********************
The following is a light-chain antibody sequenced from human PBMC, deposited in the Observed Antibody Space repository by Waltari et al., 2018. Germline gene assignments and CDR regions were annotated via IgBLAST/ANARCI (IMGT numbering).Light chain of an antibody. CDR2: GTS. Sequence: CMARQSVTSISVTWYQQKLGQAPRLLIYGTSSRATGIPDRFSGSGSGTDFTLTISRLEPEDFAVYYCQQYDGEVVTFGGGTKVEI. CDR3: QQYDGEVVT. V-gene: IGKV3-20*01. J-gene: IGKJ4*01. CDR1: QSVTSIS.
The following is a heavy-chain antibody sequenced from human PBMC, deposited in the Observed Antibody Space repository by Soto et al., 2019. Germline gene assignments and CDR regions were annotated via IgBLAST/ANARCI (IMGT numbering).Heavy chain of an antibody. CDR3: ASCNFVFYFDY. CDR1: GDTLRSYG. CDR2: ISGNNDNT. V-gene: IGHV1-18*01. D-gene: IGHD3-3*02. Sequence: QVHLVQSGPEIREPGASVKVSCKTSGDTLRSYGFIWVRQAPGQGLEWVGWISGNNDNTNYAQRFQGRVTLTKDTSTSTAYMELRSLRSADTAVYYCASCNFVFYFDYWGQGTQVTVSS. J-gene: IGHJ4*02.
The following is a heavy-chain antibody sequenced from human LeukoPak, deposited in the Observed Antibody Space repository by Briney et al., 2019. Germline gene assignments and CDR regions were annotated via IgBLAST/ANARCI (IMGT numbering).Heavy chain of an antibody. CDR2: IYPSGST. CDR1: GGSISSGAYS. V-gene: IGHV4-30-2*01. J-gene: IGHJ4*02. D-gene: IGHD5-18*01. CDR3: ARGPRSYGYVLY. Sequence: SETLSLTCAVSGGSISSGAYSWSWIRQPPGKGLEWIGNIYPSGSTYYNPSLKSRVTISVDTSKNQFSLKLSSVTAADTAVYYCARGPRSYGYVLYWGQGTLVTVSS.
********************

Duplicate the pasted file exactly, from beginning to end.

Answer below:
The following is a light-chain antibody sequenced from human PBMC, deposited in the Observed Antibody Space repository by Waltari et al., 2018. Germline gene assignments and CDR regions were annotated via IgBLAST/ANARCI (IMGT numbering).Light chain of an antibody. CDR2: GTS. Sequence: CMARQSVTSISVTWYQQKLGQAPRLLIYGTSSRATGIPDRFSGSGSGTDFTLTISRLEPEDFAVYYCQQYDGEVVTFGGGTKVEI. CDR3: QQYDGEVVT. V-gene: IGKV3-20*01. J-gene: IGKJ4*01. CDR1: QSVTSIS.
The following is a heavy-chain antibody sequenced from human PBMC, deposited in the Observed Antibody Space repository by Soto et al., 2019. Germline gene assignments and CDR regions were annotated via IgBLAST/ANARCI (IMGT numbering).Heavy chain of an antibody. CDR3: ASCNFVFYFDY. CDR1: GDTLRSYG. CDR2: ISGNNDNT. V-gene: IGHV1-18*01. D-gene: IGHD3-3*02. Sequence: QVHLVQSGPEIREPGASVKVSCKTSGDTLRSYGFIWVRQAPGQGLEWVGWISGNNDNTNYAQRFQGRVTLTKDTSTSTAYMELRSLRSADTAVYYCASCNFVFYFDYWGQGTQVTVSS. J-gene: IGHJ4*02.
The following is a heavy-chain antibody sequenced from human LeukoPak, deposited in the Observed Antibody Space repository by Briney et al., 2019. Germline gene assignments and CDR regions were annotated via IgBLAST/ANARCI (IMGT numbering).Heavy chain of an antibody. CDR2: IYPSGST. CDR1: GGSISSGAYS. V-gene: IGHV4-30-2*01. J-gene: IGHJ4*02. D-gene: IGHD5-18*01. CDR3: ARGPRSYGYVLY. Sequence: SETLSLTCAVSGGSISSGAYSWSWIRQPPGKGLEWIGNIYPSGSTYYNPSLKSRVTISVDTSKNQFSLKLSSVTAADTAVYYCARGPRSYGYVLYWGQGTLVTVSS.